originated from springs on the slope of Dzhalgan mountain, and went by stone and
ceramic water-pipes, many of which were discovered during the excavations, to
several underground water reservoirs, including the old Christian church adapted for this
purpose. Also, several ancient fountains, which
are still used by inhabitants as sources of drinking water, are preserved in Derbent.
They include Khai-Bulakh (Khan Spring), Dgiarchi-Bulakh (Messenger Spring), and others.
|A part of the town wall and town magals|
Also are of interest ancient baths preserved
in the town. One of them is in the central, elevated part of the citadel. This is an
underground structure from 17th century with dome arches, several rooms for cold and
hot compartments and for undressing, and with reservoirs for cold and hot water.
The citadel has a beautiful view of the town below. Among flat roofs, cut by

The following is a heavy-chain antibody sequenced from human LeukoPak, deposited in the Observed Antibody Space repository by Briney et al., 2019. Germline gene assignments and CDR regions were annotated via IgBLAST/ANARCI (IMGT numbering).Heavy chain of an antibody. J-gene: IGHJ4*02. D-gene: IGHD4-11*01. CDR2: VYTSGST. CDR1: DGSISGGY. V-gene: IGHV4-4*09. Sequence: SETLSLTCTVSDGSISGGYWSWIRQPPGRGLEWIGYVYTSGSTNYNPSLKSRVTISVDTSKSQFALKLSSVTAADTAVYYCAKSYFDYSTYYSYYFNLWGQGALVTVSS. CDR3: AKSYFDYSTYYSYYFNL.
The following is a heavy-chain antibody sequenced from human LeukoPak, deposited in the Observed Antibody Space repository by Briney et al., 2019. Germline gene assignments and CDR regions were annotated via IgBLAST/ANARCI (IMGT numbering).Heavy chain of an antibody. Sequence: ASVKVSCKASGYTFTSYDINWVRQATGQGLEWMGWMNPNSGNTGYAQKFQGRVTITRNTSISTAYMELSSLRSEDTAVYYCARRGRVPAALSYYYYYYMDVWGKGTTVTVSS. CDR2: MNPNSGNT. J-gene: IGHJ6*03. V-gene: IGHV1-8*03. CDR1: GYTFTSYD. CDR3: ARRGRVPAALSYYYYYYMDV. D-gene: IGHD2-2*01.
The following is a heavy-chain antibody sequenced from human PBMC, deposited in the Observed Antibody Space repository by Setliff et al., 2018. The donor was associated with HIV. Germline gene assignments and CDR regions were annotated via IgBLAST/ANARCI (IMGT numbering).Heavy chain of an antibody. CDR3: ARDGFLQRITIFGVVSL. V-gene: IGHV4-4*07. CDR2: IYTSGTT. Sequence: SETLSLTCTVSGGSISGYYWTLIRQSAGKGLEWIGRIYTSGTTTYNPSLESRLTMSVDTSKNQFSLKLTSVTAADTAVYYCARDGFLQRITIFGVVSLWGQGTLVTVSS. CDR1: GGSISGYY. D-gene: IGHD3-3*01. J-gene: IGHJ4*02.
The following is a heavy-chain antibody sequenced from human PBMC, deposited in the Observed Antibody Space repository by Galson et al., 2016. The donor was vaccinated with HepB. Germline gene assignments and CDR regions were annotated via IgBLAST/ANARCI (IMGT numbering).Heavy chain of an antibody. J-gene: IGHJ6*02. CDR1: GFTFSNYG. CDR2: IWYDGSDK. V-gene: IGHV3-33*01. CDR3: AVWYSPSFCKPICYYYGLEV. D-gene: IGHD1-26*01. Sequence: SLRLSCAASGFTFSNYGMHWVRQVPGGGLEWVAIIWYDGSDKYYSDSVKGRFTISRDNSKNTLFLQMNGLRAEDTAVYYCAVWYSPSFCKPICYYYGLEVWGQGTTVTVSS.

narrow streets, raise domes of numerous mosques. They remind of the times of Arab
domination. The biggest, oldest and prettiest of the mosques is
Dzhuma (8th century).
One also sees well from the citadel large ancient cemeteries
of Derbent, with many stone monuments and sarcophagi from 5th - 9th centuries, marking funeral sites of many
courageous defenders of the fortress, fallen in different ages.
Photo: V. Dinets
In the south-western corner of the fortress wall there is a rectangular aperture,
leading to the corner tower. This tower formerly served as an entrance to
Mountain Wall (Dag-Bary),
which started from here. Only small parts of this wall survived, but their
examination showed that this wall was a huge construction 3 meters wide and 10
meters high, with many forts, semi-forts, and rectangular towers. This
powerful defence line, twisting on the mountainous landscape, went into Caucausus
for more than 40 kilometers.
It goes without saying that the town with 5000 years long history collected so many
attractions that they can fill more than one thick book. Such books are written and